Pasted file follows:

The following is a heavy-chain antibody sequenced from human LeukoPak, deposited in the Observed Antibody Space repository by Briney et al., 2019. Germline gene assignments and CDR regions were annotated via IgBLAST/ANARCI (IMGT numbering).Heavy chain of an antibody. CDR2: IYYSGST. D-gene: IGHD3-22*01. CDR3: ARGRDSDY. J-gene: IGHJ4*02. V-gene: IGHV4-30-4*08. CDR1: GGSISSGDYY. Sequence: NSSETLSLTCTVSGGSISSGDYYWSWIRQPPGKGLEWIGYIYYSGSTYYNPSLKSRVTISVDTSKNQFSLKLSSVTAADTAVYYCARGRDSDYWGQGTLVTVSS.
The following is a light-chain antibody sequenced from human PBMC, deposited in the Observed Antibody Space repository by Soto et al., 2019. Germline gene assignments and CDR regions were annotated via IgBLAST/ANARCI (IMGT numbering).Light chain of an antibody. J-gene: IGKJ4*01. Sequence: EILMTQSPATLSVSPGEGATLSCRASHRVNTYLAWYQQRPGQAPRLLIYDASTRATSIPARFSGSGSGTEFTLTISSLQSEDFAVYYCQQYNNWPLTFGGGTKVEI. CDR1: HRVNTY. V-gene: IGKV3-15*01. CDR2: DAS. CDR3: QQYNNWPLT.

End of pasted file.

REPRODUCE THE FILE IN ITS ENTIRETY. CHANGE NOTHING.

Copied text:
The following is a heavy-chain antibody sequenced from human LeukoPak, deposited in the Observed Antibody Space repository by Briney et al., 2019. Germline gene assignments and CDR regions were annotated via IgBLAST/ANARCI (IMGT numbering).Heavy chain of an antibody. CDR2: IYYSGST. D-gene: IGHD3-22*01. CDR3: ARGRDSDY. J-gene: IGHJ4*02. V-gene: IGHV4-30-4*08. CDR1: GGSISSGDYY. Sequence: NSSETLSLTCTVSGGSISSGDYYWSWIRQPPGKGLEWIGYIYYSGSTYYNPSLKSRVTISVDTSKNQFSLKLSSVTAADTAVYYCARGRDSDYWGQGTLVTVSS.
The following is a light-chain antibody sequenced from human PBMC, deposited in the Observed Antibody Space repository by Soto et al., 2019. Germline gene assignments and CDR regions were annotated via IgBLAST/ANARCI (IMGT numbering).Light chain of an antibody. J-gene: IGKJ4*01. Sequence: EILMTQSPATLSVSPGEGATLSCRASHRVNTYLAWYQQRPGQAPRLLIYDASTRATSIPARFSGSGSGTEFTLTISSLQSEDFAVYYCQQYNNWPLTFGGGTKVEI. CDR1: HRVNTY. V-gene: IGKV3-15*01. CDR2: DAS. CDR3: QQYNNWPLT.